The power of acceptance
June 7, 2015, Sunday Peter Tan, email@example.com
THE most difficult part about my paralysis is not about losing the ability to walk or no longer being able to do the things I have always taken for granted. True, not being able to perform tasks by myself was a great inconvenience but there was always someone around to help me with it. My parents, kin and friends were more than willing to walk the extra mile at my behest.
Rather, what took me the longest time to recover from was the apparent loss of self-esteem and self-confidence. I was constantly mired in an emotional quagmire of feeling inadequate and unworthy. I was no longer good enough as a son, a brother, a boyfriend, and generally less of a human because of my physical conditions.
There is this thing about expecting everyone to be ‘normal’ in society. It perpetuates that invisible line that divides us into the ‘can-dos’ and ‘cannot-dos’. Everyone is compelled to conform to a certain standard. The ‘can-dos’ are the majority. Disabled people are lumped into the other group.
In the early years after my accident, not a day passed by without someone encouraging me to exercise hard, cultivate a positive attitude and work towards walking because if I continued to be one of the ‘cannot-dos’, I would be condemned into a life of uselessness.
Some things in life we cannot change no matter how hard we try. We have to live with the consequences of the bad decisions we made or calamity that befell us. In my case, the devastating effects of spinal cord injury can neither be reversed nor exercised away by sheer determination. It does not work that way. My impairments are more or less permanent.
But I did not know better then. When I could not conform to the norms, I felt defeated. For a time, wallowing in self-pity was all I did. There was a period where nothing mattered at all. It did not help that some people deemed the decline in my spirits as a sign of weakness and criticised me for the lack of resolve.
In conversations with friends with similar impairments, I learnt that we all went through similar experiences. We agreed that people may mean well but their judgemental attitudes and persistence in egging us on without understanding the underlying realities was damaging to us psychologically, especially in pushing us to build a hope we could never bring to fruition.
Perhaps many may not realise the long-term effects such acts may have on us. The truth is that as people with impairments, we are scarred by the standards of normality imposed upon us. Many years after we have accepted the fact that our conditions are permanent, we were still plagued with the lingering sense of being failures because we cannot walk.
It also does not help that our acceptance does nothing to keep ‘well-meaning’ people at bay. More than two decades later, I still have friends and strangers telling me how my life could be so much better if I could walk and that they know someone who could miraculously cure me. I told them thank you but no thank you politely. I have gone beyond that stage of looking for cures.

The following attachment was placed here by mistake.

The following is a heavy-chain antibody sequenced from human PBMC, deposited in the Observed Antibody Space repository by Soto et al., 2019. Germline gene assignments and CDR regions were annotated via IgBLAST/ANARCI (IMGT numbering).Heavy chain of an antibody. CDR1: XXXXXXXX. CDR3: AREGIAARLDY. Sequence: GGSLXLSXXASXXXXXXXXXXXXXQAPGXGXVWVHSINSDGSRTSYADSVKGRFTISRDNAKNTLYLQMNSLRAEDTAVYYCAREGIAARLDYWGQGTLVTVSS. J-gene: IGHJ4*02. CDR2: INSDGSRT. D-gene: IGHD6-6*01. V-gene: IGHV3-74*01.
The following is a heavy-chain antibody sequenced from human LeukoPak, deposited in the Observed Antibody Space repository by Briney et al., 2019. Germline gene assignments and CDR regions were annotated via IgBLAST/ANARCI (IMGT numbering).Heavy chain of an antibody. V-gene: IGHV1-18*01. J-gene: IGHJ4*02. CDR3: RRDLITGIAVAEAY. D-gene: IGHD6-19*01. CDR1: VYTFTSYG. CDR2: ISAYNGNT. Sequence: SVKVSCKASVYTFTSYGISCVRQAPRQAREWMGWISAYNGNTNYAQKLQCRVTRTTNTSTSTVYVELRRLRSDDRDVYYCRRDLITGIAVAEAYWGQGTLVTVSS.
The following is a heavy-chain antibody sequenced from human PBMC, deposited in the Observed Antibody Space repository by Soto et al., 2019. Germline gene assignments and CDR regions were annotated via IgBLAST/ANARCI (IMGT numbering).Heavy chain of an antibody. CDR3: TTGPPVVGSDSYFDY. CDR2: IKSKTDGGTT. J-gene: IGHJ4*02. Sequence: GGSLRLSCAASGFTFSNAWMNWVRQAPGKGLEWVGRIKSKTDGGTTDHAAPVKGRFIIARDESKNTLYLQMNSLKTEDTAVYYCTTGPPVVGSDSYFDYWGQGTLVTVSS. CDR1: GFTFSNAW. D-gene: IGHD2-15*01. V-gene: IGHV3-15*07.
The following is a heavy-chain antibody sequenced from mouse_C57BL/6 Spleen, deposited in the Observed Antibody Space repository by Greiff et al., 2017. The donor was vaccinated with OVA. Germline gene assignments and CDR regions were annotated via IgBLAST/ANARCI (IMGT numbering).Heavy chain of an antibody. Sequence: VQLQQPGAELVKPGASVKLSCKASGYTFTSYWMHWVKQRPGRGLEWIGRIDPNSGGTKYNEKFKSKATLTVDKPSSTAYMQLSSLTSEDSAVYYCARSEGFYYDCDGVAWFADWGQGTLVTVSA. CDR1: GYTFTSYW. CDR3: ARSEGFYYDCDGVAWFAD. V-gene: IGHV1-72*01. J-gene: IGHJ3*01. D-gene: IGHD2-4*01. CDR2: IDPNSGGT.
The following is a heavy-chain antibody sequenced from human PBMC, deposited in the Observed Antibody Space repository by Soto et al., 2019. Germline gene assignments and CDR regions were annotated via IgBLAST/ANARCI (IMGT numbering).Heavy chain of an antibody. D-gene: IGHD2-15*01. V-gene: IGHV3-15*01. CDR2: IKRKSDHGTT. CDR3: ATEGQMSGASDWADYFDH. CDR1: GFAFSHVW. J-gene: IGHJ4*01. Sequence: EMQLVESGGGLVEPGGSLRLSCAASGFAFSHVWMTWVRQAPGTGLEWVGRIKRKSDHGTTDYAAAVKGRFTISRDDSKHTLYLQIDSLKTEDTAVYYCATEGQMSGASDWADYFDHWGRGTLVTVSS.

For me, acceptance is a long lonely journey of realisation no one can help me with, not even people with the same condition as mine. I use ‘is’ because mine has not ended yet. It did not happen overnight and does not end after that. Acceptance is not a clear-cut goal but a process.
People can do things for me but if I do not have that desire to move forward, no one can help me. My physical condition is already a given. That I can no longer change. However, my attitude and way of thinking can. That I did change.
I gradually regained my self-esteem and self-confidence because my acceptance of the permanence of my paralysis changed my outlook of life. I no longer waited for that day I could walk again. I was finally released to do other things.
Until today, I am still learning to accept and embrace the things that come my way that I have to do differently from other people. The most crucial point in this process is that I took that first step which opened my mind to the possibilities I can accomplish even though I am on a wheelchair or severely paralysed.
I realised that acceptance is not giving up. It is acknowledging the reality of the situation to enable me to move on. I am still open to avenues that can improve my life further, be they treatments, assistive devices, support services and improvement to the infrastructure.
A person’s deficit should not be seen as a stumbling block. Likewise, becoming ‘normal’ like everyone else should not be the be-all and end-all. Life can still be fulfilling in other ways regardless of whether one has impairments or not.
My advice is be realistic when dealing with disabled people. Accept us kinks and all, instead of trying to change us to fit into preconceived moulds of how everyone should be. It is good to give hope and encouragement. God knows we all need it one time or another.
Having hope is good but hope can be bad too especially when it is false. Let’s avoid that pitfall. It can go a long way towards helping us accept what we cannot change and change what we can.